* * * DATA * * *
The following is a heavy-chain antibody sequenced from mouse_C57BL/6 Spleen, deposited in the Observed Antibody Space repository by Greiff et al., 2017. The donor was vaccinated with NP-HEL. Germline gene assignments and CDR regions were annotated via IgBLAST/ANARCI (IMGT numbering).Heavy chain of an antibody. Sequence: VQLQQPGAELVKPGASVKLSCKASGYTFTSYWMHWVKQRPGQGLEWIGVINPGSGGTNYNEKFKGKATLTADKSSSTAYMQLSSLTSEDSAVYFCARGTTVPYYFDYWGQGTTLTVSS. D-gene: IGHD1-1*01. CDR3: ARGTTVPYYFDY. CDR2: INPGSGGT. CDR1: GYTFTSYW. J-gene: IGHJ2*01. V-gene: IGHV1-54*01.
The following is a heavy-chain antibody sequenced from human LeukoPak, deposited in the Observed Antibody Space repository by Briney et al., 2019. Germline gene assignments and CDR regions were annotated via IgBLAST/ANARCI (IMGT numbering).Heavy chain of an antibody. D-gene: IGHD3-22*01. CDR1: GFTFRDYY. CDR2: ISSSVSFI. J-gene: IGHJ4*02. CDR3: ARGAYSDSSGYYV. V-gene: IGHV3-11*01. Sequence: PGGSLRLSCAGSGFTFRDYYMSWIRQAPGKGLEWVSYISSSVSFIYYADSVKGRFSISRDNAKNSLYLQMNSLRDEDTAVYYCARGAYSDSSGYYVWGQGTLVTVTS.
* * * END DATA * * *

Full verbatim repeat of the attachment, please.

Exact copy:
The following is a heavy-chain antibody sequenced from mouse_C57BL/6 Spleen, deposited in the Observed Antibody Space repository by Greiff et al., 2017. The donor was vaccinated with NP-HEL. Germline gene assignments and CDR regions were annotated via IgBLAST/ANARCI (IMGT numbering).Heavy chain of an antibody. Sequence: VQLQQPGAELVKPGASVKLSCKASGYTFTSYWMHWVKQRPGQGLEWIGVINPGSGGTNYNEKFKGKATLTADKSSSTAYMQLSSLTSEDSAVYFCARGTTVPYYFDYWGQGTTLTVSS. D-gene: IGHD1-1*01. CDR3: ARGTTVPYYFDY. CDR2: INPGSGGT. CDR1: GYTFTSYW. J-gene: IGHJ2*01. V-gene: IGHV1-54*01.
The following is a heavy-chain antibody sequenced from human LeukoPak, deposited in the Observed Antibody Space repository by Briney et al., 2019. Germline gene assignments and CDR regions were annotated via IgBLAST/ANARCI (IMGT numbering).Heavy chain of an antibody. D-gene: IGHD3-22*01. CDR1: GFTFRDYY. CDR2: ISSSVSFI. J-gene: IGHJ4*02. CDR3: ARGAYSDSSGYYV. V-gene: IGHV3-11*01. Sequence: PGGSLRLSCAGSGFTFRDYYMSWIRQAPGKGLEWVSYISSSVSFIYYADSVKGRFSISRDNAKNSLYLQMNSLRDEDTAVYYCARGAYSDSSGYYVWGQGTLVTVTS.